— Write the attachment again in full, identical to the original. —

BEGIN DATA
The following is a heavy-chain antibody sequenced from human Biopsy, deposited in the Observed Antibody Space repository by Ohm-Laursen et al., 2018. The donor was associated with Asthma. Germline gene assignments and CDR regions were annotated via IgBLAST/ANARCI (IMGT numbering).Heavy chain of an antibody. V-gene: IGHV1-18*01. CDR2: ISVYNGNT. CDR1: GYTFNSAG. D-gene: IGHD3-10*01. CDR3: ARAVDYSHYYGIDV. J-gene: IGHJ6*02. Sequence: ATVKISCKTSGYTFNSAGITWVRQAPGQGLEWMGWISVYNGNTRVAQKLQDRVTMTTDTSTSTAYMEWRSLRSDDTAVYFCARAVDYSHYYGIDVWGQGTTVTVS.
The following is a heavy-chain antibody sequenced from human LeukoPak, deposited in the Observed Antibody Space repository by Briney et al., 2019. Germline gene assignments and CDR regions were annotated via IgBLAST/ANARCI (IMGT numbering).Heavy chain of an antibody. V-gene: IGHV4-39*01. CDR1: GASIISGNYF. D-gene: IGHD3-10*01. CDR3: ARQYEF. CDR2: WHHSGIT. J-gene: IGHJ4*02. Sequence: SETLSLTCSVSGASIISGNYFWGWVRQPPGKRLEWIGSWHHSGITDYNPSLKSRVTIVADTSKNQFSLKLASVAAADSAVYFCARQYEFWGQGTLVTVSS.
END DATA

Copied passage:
The following is a heavy-chain antibody sequenced from human Biopsy, deposited in the Observed Antibody Space repository by Ohm-Laursen et al., 2018. The donor was associated with Asthma. Germline gene assignments and CDR regions were annotated via IgBLAST/ANARCI (IMGT numbering).Heavy chain of an antibody. V-gene: IGHV1-18*01. CDR2: ISVYNGNT. CDR1: GYTFNSAG. D-gene: IGHD3-10*01. CDR3: ARAVDYSHYYGIDV. J-gene: IGHJ6*02. Sequence: ATVKISCKTSGYTFNSAGITWVRQAPGQGLEWMGWISVYNGNTRVAQKLQDRVTMTTDTSTSTAYMEWRSLRSDDTAVYFCARAVDYSHYYGIDVWGQGTTVTVS.
The following is a heavy-chain antibody sequenced from human LeukoPak, deposited in the Observed Antibody Space repository by Briney et al., 2019. Germline gene assignments and CDR regions were annotated via IgBLAST/ANARCI (IMGT numbering).Heavy chain of an antibody. V-gene: IGHV4-39*01. CDR1: GASIISGNYF. D-gene: IGHD3-10*01. CDR3: ARQYEF. CDR2: WHHSGIT. J-gene: IGHJ4*02. Sequence: SETLSLTCSVSGASIISGNYFWGWVRQPPGKRLEWIGSWHHSGITDYNPSLKSRVTIVADTSKNQFSLKLASVAAADSAVYFCARQYEFWGQGTLVTVSS.